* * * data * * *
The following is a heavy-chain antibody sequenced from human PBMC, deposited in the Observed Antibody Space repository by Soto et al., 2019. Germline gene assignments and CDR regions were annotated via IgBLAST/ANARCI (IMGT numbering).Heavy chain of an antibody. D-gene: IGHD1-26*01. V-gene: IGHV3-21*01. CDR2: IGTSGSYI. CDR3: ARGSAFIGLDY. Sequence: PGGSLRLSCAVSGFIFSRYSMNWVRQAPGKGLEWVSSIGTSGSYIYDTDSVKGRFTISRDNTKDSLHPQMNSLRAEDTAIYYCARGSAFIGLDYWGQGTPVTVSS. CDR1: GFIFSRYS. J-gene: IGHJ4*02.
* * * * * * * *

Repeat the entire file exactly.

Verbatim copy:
The following is a heavy-chain antibody sequenced from human PBMC, deposited in the Observed Antibody Space repository by Soto et al., 2019. Germline gene assignments and CDR regions were annotated via IgBLAST/ANARCI (IMGT numbering).Heavy chain of an antibody. D-gene: IGHD1-26*01. V-gene: IGHV3-21*01. CDR2: IGTSGSYI. CDR3: ARGSAFIGLDY. Sequence: PGGSLRLSCAVSGFIFSRYSMNWVRQAPGKGLEWVSSIGTSGSYIYDTDSVKGRFTISRDNTKDSLHPQMNSLRAEDTAIYYCARGSAFIGLDYWGQGTPVTVSS. CDR1: GFIFSRYS. J-gene: IGHJ4*02.